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https://www.telegraphindia.com/health/nestle-drops-scientific-meet-on-baby-food/cid/1675573

 

Breastfeeding Promotion Network of India sees no science in the session, just industry promotion

By G.S. Mudur in New Delhi
  • Published 17.11.18, 2:51 AM   Updated 17.11.18, 9:46 AM

The global food-maker Nestle cancelled a “scientific session” on infant formulas it planned to host for paediatricians in New Delhi on Friday after speakers declined invitations amid concerns the meeting would violate laws on infant food substitutes.

Two paediatricians invited to speak at the session — titled “Infant formulas: Paediatricians dilemma” — informed the company they would not attend the meeting after the non-government Breastfeeding Promotion Network of India (BPNI) alerted the Indian Academy of Pediatrics, Delhi unit.

Doctors with the BPNI viewed the proposed event as an industry-supported meeting labelled a “scientific session” but intended to subtly influence paediatricians into prescribing specific infant products. “The conference would have violated Section 9 of the Infant Milk Substitutes Act,” said Arun Gupta, a paediatrician and BPNI coordinator.

Nestle India’s website says the company adheres to a “very clear charter of ethics and responsible behaviour in selling infant nutrition products”. The company also says it does not give financial or pecuniary incentives to health workers for the purpose of promoting infant milk substitutes or infant foods.

The Infant Milk Substitutes, Feeding Bottles and Infant Foods (Regulation of Production, Supply, and Distribution) Act 1992 prohibits advertisements or promotion of such foods to the public.

It also prohibits infant food producers from offering any contribution or pecuniary benefit to health workers or associations of health workers, including funding seminars, meetings, conferences, educational courses.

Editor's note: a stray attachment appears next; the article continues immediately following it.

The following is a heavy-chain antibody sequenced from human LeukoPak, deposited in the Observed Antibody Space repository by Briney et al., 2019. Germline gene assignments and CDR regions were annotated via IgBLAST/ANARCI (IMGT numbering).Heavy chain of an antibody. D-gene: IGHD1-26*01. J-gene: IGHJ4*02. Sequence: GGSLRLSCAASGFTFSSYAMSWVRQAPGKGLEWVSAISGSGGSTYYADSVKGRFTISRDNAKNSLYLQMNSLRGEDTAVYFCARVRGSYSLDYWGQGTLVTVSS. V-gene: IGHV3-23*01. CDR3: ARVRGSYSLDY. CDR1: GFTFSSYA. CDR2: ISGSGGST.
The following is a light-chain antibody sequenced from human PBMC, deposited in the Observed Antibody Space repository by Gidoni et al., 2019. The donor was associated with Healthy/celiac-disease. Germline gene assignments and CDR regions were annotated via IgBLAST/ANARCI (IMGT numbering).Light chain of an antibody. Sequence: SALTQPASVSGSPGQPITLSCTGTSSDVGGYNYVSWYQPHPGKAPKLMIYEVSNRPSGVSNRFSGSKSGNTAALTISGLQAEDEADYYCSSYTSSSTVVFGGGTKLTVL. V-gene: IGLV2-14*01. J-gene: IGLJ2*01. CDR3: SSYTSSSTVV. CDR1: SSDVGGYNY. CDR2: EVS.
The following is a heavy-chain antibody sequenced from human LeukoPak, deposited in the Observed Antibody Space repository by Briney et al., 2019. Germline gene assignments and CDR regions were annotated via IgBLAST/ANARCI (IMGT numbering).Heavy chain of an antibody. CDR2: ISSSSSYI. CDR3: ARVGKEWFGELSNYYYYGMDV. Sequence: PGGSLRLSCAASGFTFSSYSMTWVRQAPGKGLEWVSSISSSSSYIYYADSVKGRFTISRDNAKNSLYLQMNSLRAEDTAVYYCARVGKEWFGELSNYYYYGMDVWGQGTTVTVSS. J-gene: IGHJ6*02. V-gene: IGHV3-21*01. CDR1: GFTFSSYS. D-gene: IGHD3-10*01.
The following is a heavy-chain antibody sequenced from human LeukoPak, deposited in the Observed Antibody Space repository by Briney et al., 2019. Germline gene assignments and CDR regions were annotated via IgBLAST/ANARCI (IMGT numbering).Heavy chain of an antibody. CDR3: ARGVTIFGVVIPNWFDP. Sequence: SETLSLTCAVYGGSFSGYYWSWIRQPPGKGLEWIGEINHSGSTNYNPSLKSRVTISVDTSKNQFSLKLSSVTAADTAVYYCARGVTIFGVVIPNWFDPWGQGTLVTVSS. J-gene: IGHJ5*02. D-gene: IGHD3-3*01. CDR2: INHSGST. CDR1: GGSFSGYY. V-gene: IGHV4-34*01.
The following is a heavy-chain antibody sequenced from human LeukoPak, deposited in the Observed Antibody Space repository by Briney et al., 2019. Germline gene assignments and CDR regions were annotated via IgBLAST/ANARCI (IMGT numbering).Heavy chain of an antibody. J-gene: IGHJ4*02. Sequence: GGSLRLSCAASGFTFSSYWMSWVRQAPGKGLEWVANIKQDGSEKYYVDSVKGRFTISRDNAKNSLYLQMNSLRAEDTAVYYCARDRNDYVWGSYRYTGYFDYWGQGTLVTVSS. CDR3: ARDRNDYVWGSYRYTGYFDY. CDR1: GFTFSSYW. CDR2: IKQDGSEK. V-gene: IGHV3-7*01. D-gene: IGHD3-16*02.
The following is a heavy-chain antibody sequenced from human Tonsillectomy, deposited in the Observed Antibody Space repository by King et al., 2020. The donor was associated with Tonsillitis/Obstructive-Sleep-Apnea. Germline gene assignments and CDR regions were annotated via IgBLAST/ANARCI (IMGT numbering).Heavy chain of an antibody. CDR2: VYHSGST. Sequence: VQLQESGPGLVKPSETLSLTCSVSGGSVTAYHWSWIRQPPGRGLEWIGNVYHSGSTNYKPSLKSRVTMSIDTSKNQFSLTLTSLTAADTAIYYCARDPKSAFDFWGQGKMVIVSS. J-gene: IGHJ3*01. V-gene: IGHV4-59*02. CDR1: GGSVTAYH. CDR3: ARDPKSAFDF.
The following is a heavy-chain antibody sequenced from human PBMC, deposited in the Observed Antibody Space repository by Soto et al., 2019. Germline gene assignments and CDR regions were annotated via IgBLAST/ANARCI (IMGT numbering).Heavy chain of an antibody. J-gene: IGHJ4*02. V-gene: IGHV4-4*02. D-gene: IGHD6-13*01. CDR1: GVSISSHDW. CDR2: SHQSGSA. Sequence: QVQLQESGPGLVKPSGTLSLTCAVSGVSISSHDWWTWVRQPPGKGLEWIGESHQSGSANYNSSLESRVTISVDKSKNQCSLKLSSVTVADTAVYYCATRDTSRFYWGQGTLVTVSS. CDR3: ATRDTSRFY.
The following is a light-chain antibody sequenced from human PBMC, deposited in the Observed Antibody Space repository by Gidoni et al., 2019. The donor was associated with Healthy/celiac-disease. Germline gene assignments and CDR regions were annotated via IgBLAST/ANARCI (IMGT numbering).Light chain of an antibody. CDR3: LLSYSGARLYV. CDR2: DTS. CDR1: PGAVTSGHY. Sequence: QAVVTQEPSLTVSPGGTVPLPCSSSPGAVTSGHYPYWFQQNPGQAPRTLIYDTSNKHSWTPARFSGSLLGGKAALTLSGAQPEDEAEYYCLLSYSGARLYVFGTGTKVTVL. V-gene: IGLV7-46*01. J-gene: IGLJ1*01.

But several paediatricians in the city received a WhatsApp message earlier this week signed by a company representative, inviting them to attend a post-lunch scientific session on infant formulas and listen to the two speaker-paediatricians.

The BPNI, alerted by an invited paediatrician, contacted the IAP, Delhi. “Many paediatricians may be unaware of the provisions under the IMS law — we informed the speakers that such activity is prohibited, and they agreed not to go,” said Anurag Agarwal, vice-president of the IAP, Delhi.

Nestle said on Friday night that the “workshop” was cancelled “due to unavoidable circumstances”. The company said the Nestle Nutrition Institute organises scientific workshops where healthcare professionals discuss various scientific topics and share science-based nutrition information.

“Participation to these sessions is voluntary. The objective of the session was sharing science and nutrition topics and not to promote infant formulas,” a Nestle spokesperson said. “The IMS Act does not discourage or prohibit the dissemination of scientific information. Scientific conferences are organised by NNI and no payment or pecuniary benefit is provided to the participants. Further, infant nutrition products are not discussed nor displayed at such scientific conferences.”

After the speaker-paediatricians informed the company representative they would not attend the meeting, other paediatricians who had been invited received WhatsApp messages saying the meeting had been cancelled.

In a resolution over two decades ago, the IAP had decided it would “not accept sponsorship in any form from any industry connected directly or indirectly” with the products covered by the infant milk substitutes Act.

Agarwal, associate professor at the Maulana Azad Medical College, New Delhi, said infants above six months should ideally be given normal household food and do not require special formula-based foods.

“There’s a misconception that such foods contain important nutrients that normal home-made foods do not. But babies can get required nutrition from what is cooked at home.”

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